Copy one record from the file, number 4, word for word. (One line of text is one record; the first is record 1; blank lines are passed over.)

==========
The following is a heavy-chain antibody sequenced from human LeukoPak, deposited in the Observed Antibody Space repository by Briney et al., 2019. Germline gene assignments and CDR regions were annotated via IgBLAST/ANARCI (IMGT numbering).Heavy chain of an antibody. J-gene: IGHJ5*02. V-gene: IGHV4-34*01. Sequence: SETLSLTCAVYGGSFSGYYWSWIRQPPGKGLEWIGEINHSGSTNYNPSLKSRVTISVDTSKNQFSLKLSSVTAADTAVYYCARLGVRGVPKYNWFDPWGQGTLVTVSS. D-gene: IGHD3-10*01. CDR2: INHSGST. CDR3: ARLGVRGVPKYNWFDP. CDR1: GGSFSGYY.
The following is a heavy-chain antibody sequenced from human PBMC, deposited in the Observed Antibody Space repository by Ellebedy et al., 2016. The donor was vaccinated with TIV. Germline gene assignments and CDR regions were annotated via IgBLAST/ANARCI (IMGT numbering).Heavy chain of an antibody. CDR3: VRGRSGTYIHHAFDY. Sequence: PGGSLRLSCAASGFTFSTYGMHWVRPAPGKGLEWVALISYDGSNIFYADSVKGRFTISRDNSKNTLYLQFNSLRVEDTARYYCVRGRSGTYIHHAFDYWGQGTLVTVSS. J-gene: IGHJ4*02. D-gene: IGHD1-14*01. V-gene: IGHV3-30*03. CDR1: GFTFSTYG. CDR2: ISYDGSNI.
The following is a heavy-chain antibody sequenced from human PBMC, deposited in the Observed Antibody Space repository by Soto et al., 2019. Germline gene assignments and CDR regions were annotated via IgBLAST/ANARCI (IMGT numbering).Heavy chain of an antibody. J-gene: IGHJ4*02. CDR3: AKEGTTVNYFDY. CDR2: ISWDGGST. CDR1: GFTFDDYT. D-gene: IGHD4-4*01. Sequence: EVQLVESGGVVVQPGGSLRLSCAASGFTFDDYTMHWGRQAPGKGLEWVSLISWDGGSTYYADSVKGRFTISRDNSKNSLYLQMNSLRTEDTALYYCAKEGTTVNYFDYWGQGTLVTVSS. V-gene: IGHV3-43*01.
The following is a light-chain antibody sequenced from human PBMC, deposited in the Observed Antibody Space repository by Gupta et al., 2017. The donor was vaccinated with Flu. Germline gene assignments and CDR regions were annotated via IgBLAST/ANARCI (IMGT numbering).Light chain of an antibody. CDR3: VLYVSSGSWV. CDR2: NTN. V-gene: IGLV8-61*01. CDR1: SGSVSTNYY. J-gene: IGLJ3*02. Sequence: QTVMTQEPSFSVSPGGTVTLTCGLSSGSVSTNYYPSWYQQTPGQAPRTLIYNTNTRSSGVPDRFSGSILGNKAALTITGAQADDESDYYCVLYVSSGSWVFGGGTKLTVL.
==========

The following is a light-chain antibody sequenced from human PBMC, deposited in the Observed Antibody Space repository by Gupta et al., 2017. The donor was vaccinated with Flu. Germline gene assignments and CDR regions were annotated via IgBLAST/ANARCI (IMGT numbering).Light chain of an antibody. CDR3: VLYVSSGSWV. CDR2: NTN. V-gene: IGLV8-61*01. CDR1: SGSVSTNYY. J-gene: IGLJ3*02. Sequence: QTVMTQEPSFSVSPGGTVTLTCGLSSGSVSTNYYPSWYQQTPGQAPRTLIYNTNTRSSGVPDRFSGSILGNKAALTITGAQADDESDYYCVLYVSSGSWVFGGGTKLTVL.